Volume 17, Issue 2
  • ISSN: 1476-413X
  • E-ISSN: 1758-9509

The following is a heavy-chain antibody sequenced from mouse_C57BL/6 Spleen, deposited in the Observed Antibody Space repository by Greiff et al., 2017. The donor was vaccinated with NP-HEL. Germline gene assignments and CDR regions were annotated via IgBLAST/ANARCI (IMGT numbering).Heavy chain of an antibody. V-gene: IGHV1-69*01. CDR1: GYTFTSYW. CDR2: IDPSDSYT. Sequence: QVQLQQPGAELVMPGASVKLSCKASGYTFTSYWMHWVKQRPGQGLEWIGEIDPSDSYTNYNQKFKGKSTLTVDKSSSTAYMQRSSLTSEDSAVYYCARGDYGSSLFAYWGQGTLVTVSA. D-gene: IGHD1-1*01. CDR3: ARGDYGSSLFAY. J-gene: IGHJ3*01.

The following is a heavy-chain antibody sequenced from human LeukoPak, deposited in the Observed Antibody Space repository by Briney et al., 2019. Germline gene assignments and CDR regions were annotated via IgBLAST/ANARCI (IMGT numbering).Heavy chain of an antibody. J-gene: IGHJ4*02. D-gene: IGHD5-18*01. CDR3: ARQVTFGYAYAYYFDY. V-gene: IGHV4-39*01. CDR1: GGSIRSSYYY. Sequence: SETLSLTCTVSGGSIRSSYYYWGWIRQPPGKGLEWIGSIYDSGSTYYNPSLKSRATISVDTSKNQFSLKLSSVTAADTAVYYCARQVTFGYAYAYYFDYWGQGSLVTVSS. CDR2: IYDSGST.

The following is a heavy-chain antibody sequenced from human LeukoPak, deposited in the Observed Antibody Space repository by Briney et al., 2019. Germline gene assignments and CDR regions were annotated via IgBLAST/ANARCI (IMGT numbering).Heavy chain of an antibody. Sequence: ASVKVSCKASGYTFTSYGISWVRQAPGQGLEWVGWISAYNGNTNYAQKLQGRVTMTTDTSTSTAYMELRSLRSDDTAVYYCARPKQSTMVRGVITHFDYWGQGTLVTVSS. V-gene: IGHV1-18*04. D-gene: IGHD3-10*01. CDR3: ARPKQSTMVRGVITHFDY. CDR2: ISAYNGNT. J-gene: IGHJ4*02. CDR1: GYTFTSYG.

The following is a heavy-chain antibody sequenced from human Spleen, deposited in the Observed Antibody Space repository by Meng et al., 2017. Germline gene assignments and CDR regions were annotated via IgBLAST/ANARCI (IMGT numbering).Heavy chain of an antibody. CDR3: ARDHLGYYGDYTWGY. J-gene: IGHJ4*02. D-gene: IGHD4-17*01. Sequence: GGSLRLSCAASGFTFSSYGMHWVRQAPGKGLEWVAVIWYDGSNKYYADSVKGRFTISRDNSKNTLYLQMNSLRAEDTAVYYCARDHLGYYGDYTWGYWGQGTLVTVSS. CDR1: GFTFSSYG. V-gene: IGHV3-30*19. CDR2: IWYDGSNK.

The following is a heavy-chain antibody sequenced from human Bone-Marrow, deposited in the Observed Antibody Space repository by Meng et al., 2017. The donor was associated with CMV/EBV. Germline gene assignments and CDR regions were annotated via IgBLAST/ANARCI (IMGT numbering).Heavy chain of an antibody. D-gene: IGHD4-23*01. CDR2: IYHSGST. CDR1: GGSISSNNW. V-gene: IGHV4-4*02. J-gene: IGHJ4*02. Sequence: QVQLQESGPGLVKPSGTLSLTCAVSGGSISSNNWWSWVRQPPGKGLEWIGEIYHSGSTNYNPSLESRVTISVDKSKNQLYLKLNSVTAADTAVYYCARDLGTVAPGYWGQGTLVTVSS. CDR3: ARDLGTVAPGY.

In its annual report, Freedom House stresses how ‘[...] after years of major gains, the share of free countries has declined over the past decade, while the share of not free countries has risen’. In this depiction of the profound crisis of mainstream political parties, Portugal is a clear exception: unlike in Spain with Podemos, Italy with the Movimento 5 Stelle and Greece with Syriza, new anti-system parties did not find the political spaces in which to operate. However, we need to understand whether the absence of such parties in parliament corresponds with a matching absence in public opinion of support for forms of disfigured democracy and underlying factors. This article is based on quantitative methods and multilevel analysis. Findings indicate that in Portugal the normative view of democracy is consistent on many levels with that of Europeans in general: unanimous support for democracy (90%), alongside backing for different forms of democracy – direct democracy (80%), partial democracy (50%, plebiscitary and technocratic) and authoritarian rule (18%). Nevertheless, we can still detect differences in the underlying factors on the level of illegitimacy and cognitive and political mobilization.


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